At every baptism we vow to love, pray for, instruct, encourage, and sustain another member of our church family. But it takes more than just worshiping together to complete this checklist of baptismal vows. Fulfilling these vows requires relationships. Fulfilling these vows requires us to put ourselves in a position where we can know and be known by the children and youth of [our church].
In this section you’ll find information and ideas for building on what your congregation is already doing to provide opportunities for people of all ages to “know and be known” by each other, both in small group gatherings and large group settings.
Beautifully chaotic. Simple and sweet. Profoundly moving. When we asked people to describe their intergenerational small groups, these were the phrases they used again and again. Here’s what else they said:
“It would be easier, and maybe I would even learn more intellectually, if I was part of a group that was closer to me demographically. But I don't think I would grow as much spiritually.”
“We see [our children] expressing their faith more openly and honestly and also growing as leaders and disciples of Christ.”
“Even the teens come when they aren't busy doing other things because they know it’s a place where they are loved.”
“We have openly struggled with our faith and testified to God's faithfulness in our lives. This group has been an incredible gift to me.”
Christian faith-based intergenerational small groups are as unique as the people who form them and who are formed within them. But what they have in common is a desire to be God’s family to and with each other. Many also include the following during their time together:
a meal or simple refreshments
icebreakers (lighthearted questions that all ages can answer)
music (adults, teens, children may take turns leading and/or selecting songs)
Scripture reading or a Bible story (perhaps using a children’s Bible storybook)
discussion/conversation (for which the children may or may not be present)
prayer (which often includes praying for each other)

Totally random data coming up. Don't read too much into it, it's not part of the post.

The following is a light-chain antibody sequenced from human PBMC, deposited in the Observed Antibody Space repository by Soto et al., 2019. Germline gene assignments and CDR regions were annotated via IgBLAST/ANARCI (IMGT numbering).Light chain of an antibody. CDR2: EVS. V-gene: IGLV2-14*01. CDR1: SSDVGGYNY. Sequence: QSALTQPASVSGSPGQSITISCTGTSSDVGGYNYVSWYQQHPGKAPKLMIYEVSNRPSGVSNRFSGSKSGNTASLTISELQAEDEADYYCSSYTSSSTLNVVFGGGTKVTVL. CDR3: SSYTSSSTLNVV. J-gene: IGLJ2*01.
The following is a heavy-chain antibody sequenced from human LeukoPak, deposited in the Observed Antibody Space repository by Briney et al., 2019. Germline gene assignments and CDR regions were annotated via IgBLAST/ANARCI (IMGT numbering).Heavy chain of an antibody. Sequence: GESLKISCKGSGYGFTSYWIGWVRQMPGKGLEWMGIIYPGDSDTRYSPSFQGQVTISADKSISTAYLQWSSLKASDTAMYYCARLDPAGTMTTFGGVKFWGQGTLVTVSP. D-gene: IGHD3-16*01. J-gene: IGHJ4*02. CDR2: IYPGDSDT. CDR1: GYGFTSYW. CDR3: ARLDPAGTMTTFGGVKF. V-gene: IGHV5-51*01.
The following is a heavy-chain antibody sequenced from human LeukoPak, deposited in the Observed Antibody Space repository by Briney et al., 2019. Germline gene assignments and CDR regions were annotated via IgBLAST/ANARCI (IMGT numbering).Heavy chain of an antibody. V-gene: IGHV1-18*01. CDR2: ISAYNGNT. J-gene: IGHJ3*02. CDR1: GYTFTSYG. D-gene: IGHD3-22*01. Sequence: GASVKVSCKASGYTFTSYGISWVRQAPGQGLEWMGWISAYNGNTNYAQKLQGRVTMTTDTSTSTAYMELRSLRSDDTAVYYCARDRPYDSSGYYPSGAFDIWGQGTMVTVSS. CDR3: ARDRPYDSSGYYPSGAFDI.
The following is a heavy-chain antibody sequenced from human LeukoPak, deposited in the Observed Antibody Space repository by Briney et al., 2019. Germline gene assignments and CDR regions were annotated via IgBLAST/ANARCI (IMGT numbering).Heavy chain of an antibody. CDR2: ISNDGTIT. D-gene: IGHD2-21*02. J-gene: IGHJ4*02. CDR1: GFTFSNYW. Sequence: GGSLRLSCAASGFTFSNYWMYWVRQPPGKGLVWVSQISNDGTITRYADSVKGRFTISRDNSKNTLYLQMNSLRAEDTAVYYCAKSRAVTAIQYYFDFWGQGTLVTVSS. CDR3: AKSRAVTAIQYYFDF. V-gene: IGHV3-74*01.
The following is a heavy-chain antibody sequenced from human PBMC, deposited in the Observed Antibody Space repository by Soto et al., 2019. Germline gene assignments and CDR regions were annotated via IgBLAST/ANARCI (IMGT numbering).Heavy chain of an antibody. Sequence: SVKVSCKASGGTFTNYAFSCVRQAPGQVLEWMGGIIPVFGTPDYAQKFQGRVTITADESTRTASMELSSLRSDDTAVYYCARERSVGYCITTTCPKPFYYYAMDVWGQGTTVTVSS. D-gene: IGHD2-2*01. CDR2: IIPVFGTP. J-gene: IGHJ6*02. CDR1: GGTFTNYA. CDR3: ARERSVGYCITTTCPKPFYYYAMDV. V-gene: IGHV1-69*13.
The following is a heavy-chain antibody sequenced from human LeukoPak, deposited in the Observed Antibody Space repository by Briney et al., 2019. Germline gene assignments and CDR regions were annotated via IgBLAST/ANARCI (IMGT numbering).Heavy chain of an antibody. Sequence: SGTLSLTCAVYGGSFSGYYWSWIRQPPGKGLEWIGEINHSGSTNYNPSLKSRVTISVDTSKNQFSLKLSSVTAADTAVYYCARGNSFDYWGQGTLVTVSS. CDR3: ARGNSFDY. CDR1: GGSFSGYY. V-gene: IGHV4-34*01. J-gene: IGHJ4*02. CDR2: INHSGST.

Wondering what an intergenerational small group could look like? Meet eight of them here:
Faith5 is a simple five- step family devotional guide that can easily be adapted for intergenerational small group use. One small group member told us that the “sharing highs and lows” part of Faith5 has been particularly meaningful in their group when children and teens are present, especially at their Christmas gathering when they use it to reflect on the past year.
Church picnics and potlucks. Funerals and weddings. Mid-week ministry programs and worship. These are examples of events in the life of a congregation at which two or more generations gather. In each of these events there are opportunities, both planned and unplanned, for building relationships and nurturing faith.
In this section you’ll find resources you can use to build your own intergenerational large group experiences, including free intergenerational events on the Lord’s Prayer and the Lord’s Supper. You’ll also find stories about the ways in which CRC churches are being intentional about large group learning and growing across generations. We hope their ideas inspire you as they have inspired us.
In addition to describing the benefits of intergenerational learning, the online resource Faith Formation Across the Generations includes a list of eight practical ways to integrate intergenerational learning into what your congregation is already doing.
Messy Church is a form of intergenerational church (especially for those who don’t already belong to another form of church) that involves “creativity, celebration, and hospitality.” Learn more in the video Introducing Messy Church.
At Abundant Grace Dinner Church an intergenerational meal is integrated with a time of worship. At Destination Church in St. Thomas, Ontario, community members gather for a weekly Stone Soup potluck dinner. People are invited to bring an ingredient of their choosing with them and together the group makes a meal.